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Client alert: Side A D&O in a captive? Changes in Delaware law may ease some but not all prior concerns

By John M. Orr | February 2, 2022

Recent amendments in Delaware legislation would authorize the use of a captive to cover non-indemnifiable director and officer (D&O) liabilities under certain conditions.
Financial, Executive and Professional Risks (FINEX)

This article was originally written by our North American colleagues for a U.S. audience. We have shared this article for information purposes only as it may be of interest to our global clients. Please speak to your local office contact to further discuss any of the points raised in this article.

Challenges associated with placing D&O insurance in a captive may soon be eased, leading many organizations to re-evaluate their captive strategies. Modifications to the Delaware General Corporations Law (“DGCL”), passed by the state’s House and Senate on January 13 and 27, 2022, respectively, are a governor’s signature away from becoming fully effective. The amendments would authorize, with conditions, the use of a captive insurer to cover director and officer (“D&O”) liabilities whether or not the corporation would have the power to indemnify them under the law.

The change is welcome news to, among others, organizations that have refrained from including D&O insurance in their captives due to concerns about whether such insurance could legally cover “non-indemnifiable” exposures – coverage that is referred to in D&O policies as “Side A” coverage. Although Delaware law has expressly allowed insurance to pay losses which the company itself would not be able to indemnify, conventional wisdom has been that a captive insurance entity established by a company might not be treated as a bona fide issuer of “insurance” for such purposes. The concern arises particularly in the case of a corporate derivative settlement in which money is being paid to the company on behalf of its own directors and officers. As noted below, however, an additional concern may arise from the ability of a captive to pay bankruptcy-related Side A losses, which the amendment does not address.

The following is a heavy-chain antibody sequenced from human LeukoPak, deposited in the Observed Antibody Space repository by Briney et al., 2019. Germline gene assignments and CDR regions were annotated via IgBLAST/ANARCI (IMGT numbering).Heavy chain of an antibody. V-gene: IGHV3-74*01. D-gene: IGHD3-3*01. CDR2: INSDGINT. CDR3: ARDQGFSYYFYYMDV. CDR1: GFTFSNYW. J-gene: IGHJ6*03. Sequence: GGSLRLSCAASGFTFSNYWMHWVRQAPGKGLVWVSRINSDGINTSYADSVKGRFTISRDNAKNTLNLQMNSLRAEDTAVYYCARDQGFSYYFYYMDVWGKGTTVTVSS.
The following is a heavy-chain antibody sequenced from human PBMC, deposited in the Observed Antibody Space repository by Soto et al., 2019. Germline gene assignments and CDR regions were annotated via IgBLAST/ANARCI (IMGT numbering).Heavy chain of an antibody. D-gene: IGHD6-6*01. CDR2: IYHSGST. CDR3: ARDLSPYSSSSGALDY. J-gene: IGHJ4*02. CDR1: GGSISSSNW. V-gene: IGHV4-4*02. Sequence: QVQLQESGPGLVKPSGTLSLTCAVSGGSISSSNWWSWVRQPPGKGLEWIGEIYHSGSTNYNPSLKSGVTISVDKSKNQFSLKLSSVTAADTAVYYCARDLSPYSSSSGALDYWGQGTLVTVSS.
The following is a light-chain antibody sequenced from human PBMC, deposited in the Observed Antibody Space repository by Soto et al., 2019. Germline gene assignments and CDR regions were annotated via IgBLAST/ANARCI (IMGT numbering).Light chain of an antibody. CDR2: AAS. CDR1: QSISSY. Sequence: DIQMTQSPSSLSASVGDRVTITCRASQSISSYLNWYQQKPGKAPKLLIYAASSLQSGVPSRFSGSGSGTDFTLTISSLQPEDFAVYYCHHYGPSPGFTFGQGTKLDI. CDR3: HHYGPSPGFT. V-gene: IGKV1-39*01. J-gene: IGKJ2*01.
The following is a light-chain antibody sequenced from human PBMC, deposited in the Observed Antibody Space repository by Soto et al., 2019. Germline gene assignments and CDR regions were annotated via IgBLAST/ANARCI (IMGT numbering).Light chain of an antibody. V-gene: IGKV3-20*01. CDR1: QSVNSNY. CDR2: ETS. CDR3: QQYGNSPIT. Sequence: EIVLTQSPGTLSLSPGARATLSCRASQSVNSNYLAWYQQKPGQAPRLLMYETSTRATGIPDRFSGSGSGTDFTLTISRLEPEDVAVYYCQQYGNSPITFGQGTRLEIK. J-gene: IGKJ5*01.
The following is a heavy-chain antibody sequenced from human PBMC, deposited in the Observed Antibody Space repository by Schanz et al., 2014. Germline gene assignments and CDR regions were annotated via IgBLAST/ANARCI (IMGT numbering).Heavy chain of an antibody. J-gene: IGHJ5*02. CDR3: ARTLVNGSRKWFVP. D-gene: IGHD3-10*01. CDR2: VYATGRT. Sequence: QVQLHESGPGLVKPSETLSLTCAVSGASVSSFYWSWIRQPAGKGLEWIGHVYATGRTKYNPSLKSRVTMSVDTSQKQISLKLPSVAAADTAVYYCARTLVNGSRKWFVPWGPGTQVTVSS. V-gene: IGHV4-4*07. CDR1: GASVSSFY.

Now the amendment to the Delaware indemnification law (DGCL Section 145(g)) clarifies that captive insurance qualifies as “insurance” and provides a safe harbor for captive insurers that are truly behaving in a manner which is sufficiently similar to third party insurers. Nevertheless, to ensure that companies are not merely using the captive as a pass through to provide for otherwise impermissible indemnification, the legislation has adopted safeguards against potential conflict and abuse, such as payment authorization by a third party administrator or procedures specified in the statute, notice to stockholders related to the dismissal or compromise of derivative litigation, and policy exclusions for specified adjudicated misconduct, such as deliberately criminal or fraudulent misconduct.1